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Great Plains


The Conservation Garden of the Great Plains  

Lauritzen Gardens is a participating institution in the Center for Plant Conservation, a coalition of the nation’s leading botanical institutions working to prevent the extinction of America’s endangered plants. Our conservation work is focused on the Great Plains region where more than 100 plants are in danger of becoming extinct in their native habitat.  

The work of conserving endangered plants involves research, seed banking, and restoration projects. 


Research Project: Sandsage Prairie  

Sandsage prairie is a blend of shrubland and grassland in which sand sagebrush (Artemesia filifolia) is the dominant plant. This community type is found in sandy habitat throughout a large part of the western Great Plains, including southwestern Nebraska. Sandsage prairie is important for many species of grassland birds but is declining in both quality and quantity and has been identified as a conservation priority in the state wildlife action plans of Nebraska, Colorado, and Kansas. Research by Lauritzen Gardens staff has increased understanding and appreciation of this unique Great Plains plant community.   





Research Project: Endemic Plants of the Central Grassland of North America 

Knowledge of the endemic plants of a region is an important element in understanding the biological diversity of that region and in prioritizing areas for conservation action. Research by Lauritzen Gardens has identified 382 plants with geographic distributions that are mostly limited to the Central Grassland of North America. Of these “endemic” and uniquely grassland plants, 124 or 33% are at risk of extinction. A publication documenting the distribution, ecology, and conservation status of these plants can be viewed at:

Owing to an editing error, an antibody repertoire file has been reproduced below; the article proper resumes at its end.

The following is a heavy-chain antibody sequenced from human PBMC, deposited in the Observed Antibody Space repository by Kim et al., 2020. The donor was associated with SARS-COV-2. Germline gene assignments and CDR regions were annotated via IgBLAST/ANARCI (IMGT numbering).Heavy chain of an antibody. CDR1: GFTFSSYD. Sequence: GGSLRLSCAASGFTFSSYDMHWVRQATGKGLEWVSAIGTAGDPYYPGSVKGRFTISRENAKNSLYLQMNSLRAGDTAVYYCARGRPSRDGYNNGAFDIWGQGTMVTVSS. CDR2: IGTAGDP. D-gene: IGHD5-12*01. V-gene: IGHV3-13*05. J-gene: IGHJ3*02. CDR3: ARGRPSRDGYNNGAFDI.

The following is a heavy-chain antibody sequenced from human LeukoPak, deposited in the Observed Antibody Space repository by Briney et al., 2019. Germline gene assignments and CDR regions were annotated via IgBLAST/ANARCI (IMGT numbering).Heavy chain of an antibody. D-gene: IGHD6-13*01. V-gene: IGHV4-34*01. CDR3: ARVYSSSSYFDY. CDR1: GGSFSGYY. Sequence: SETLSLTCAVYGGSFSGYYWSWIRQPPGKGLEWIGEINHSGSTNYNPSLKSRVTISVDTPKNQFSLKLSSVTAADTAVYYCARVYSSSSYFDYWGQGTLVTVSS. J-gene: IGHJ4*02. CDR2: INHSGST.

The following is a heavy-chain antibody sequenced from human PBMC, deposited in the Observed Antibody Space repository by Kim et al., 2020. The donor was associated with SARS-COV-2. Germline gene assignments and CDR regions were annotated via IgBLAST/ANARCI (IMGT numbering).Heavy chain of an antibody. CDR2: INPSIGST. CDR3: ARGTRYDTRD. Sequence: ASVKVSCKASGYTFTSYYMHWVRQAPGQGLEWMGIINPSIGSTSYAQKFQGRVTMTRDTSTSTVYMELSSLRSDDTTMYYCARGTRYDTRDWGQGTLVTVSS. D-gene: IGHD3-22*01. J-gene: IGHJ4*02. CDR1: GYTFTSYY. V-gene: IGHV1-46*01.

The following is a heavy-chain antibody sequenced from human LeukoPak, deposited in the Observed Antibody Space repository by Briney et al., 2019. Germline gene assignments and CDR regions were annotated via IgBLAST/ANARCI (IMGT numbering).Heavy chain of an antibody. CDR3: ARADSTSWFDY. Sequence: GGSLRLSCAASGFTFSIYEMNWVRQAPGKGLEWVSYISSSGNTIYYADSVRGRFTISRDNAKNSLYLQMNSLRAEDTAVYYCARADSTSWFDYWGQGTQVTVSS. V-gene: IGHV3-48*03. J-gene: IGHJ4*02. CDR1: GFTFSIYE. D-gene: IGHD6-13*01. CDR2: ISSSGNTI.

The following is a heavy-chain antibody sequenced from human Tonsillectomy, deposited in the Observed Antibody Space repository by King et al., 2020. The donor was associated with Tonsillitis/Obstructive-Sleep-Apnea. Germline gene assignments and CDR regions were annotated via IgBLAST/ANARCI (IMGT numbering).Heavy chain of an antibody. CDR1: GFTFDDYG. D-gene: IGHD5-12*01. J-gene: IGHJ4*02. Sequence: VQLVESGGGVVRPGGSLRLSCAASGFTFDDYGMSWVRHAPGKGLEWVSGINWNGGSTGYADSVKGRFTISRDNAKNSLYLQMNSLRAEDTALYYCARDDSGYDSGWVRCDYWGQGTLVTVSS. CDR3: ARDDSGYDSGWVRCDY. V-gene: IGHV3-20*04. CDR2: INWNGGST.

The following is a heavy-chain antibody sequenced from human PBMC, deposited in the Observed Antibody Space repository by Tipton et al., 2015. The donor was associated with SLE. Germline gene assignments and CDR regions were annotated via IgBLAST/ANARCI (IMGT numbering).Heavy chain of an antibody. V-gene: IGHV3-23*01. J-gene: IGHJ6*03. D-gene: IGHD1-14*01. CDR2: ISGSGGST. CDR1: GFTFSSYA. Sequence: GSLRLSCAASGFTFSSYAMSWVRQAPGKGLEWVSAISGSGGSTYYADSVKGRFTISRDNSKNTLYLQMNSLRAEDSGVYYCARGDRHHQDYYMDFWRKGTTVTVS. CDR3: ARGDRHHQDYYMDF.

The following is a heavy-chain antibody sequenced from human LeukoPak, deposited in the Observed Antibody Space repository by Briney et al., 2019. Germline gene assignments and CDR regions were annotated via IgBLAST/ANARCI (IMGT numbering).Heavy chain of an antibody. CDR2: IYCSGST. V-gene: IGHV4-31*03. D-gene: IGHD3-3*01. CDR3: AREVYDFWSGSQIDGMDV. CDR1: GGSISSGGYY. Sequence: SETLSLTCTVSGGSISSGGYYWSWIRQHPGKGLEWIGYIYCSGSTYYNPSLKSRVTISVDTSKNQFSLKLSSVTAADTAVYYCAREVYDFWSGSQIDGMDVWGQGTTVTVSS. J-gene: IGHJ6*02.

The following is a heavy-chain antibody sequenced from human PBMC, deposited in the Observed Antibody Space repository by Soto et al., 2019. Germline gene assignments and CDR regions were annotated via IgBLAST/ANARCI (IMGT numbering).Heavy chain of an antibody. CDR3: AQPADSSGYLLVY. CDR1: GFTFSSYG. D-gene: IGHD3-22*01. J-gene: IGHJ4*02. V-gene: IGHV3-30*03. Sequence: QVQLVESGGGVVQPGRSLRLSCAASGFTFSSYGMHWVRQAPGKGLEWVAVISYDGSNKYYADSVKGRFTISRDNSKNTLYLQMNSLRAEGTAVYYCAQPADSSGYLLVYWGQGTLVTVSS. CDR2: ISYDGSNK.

Research Project: Sandsage Prairie-Clover  

Lauritzen Gardens is engaged in a multi-year research project to document the ecology and conservation needs of sandsage prairie-clover (Dalea cylindriceps), a native wildflower that appears to be in serious decline. Sandsage prairie-clover is rare throughout its range in the western Great Plains and is ranked as a Tier I At-risk Species in Nebraska. Publications resulting from this research can be viewed at:  


Š         2015 Dalea Cylindriceps Report  

Š         2013 Dalea Cylindriceps Report  

Š         Prairie-Clover Taxonomy & History  


Research Project: Kimball Grasslands 

The Kimball Grasslands is recognized as a Biologically Unique Landscape by the Nebraska Natural Legacy Project . Located in the southwest part of the Nebraska Panhandle, the Kimball Grasslands hosts a significant number of Nebraska plants of conservation concern.  Most of these are associated with escarpments, bluffs and other rocky habitat.  Director of conservation Jim Locklear conducted a reconnaissance survey of this region during the spring and summer of 2014 to gain a better understanding of the ecology of rock outcrop communities in the Kimball Grasslands and of the associated rare species.    


The report on the Kimball Grasslands can be viewed at:  


Š         2014 Kimball Grasslands Research  



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